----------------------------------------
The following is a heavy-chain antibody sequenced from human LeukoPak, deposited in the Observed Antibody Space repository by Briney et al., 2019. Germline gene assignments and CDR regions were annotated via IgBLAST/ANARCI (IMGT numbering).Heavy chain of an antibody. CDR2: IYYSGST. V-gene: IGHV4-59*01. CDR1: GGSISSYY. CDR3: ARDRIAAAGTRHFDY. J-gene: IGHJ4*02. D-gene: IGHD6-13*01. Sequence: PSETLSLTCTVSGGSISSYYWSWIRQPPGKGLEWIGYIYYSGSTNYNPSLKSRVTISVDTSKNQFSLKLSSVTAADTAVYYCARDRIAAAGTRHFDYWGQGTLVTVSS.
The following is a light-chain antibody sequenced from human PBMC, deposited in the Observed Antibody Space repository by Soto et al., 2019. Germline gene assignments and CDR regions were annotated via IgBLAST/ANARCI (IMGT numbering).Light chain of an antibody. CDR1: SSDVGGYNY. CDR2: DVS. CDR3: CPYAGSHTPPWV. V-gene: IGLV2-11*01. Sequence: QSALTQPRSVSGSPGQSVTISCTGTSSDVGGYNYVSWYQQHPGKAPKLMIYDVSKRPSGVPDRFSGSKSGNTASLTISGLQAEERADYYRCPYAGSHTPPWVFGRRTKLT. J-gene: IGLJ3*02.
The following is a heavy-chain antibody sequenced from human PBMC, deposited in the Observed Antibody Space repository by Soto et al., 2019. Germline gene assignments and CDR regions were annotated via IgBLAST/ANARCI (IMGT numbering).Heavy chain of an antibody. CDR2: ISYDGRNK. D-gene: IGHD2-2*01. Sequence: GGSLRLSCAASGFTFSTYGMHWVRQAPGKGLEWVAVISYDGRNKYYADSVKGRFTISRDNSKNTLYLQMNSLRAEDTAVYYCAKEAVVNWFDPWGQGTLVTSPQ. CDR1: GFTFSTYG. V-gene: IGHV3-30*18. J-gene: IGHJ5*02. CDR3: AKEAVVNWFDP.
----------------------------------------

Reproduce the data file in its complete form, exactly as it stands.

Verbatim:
The following is a heavy-chain antibody sequenced from human LeukoPak, deposited in the Observed Antibody Space repository by Briney et al., 2019. Germline gene assignments and CDR regions were annotated via IgBLAST/ANARCI (IMGT numbering).Heavy chain of an antibody. CDR2: IYYSGST. V-gene: IGHV4-59*01. CDR1: GGSISSYY. CDR3: ARDRIAAAGTRHFDY. J-gene: IGHJ4*02. D-gene: IGHD6-13*01. Sequence: PSETLSLTCTVSGGSISSYYWSWIRQPPGKGLEWIGYIYYSGSTNYNPSLKSRVTISVDTSKNQFSLKLSSVTAADTAVYYCARDRIAAAGTRHFDYWGQGTLVTVSS.
The following is a light-chain antibody sequenced from human PBMC, deposited in the Observed Antibody Space repository by Soto et al., 2019. Germline gene assignments and CDR regions were annotated via IgBLAST/ANARCI (IMGT numbering).Light chain of an antibody. CDR1: SSDVGGYNY. CDR2: DVS. CDR3: CPYAGSHTPPWV. V-gene: IGLV2-11*01. Sequence: QSALTQPRSVSGSPGQSVTISCTGTSSDVGGYNYVSWYQQHPGKAPKLMIYDVSKRPSGVPDRFSGSKSGNTASLTISGLQAEERADYYRCPYAGSHTPPWVFGRRTKLT. J-gene: IGLJ3*02.
The following is a heavy-chain antibody sequenced from human PBMC, deposited in the Observed Antibody Space repository by Soto et al., 2019. Germline gene assignments and CDR regions were annotated via IgBLAST/ANARCI (IMGT numbering).Heavy chain of an antibody. CDR2: ISYDGRNK. D-gene: IGHD2-2*01. Sequence: GGSLRLSCAASGFTFSTYGMHWVRQAPGKGLEWVAVISYDGRNKYYADSVKGRFTISRDNSKNTLYLQMNSLRAEDTAVYYCAKEAVVNWFDPWGQGTLVTSPQ. CDR1: GFTFSTYG. V-gene: IGHV3-30*18. J-gene: IGHJ5*02. CDR3: AKEAVVNWFDP.